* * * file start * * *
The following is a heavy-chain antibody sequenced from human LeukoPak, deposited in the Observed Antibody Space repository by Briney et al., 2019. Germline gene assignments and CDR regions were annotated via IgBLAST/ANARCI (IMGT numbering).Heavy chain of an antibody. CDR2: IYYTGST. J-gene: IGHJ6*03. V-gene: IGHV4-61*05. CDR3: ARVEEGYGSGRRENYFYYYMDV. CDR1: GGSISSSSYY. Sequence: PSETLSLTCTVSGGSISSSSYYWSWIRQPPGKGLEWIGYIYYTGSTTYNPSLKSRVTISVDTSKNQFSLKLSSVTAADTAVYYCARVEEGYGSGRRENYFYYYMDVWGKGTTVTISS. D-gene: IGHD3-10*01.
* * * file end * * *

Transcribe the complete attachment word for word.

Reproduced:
The following is a heavy-chain antibody sequenced from human LeukoPak, deposited in the Observed Antibody Space repository by Briney et al., 2019. Germline gene assignments and CDR regions were annotated via IgBLAST/ANARCI (IMGT numbering).Heavy chain of an antibody. CDR2: IYYTGST. J-gene: IGHJ6*03. V-gene: IGHV4-61*05. CDR3: ARVEEGYGSGRRENYFYYYMDV. CDR1: GGSISSSSYY. Sequence: PSETLSLTCTVSGGSISSSSYYWSWIRQPPGKGLEWIGYIYYTGSTTYNPSLKSRVTISVDTSKNQFSLKLSSVTAADTAVYYCARVEEGYGSGRRENYFYYYMDVWGKGTTVTISS. D-gene: IGHD3-10*01.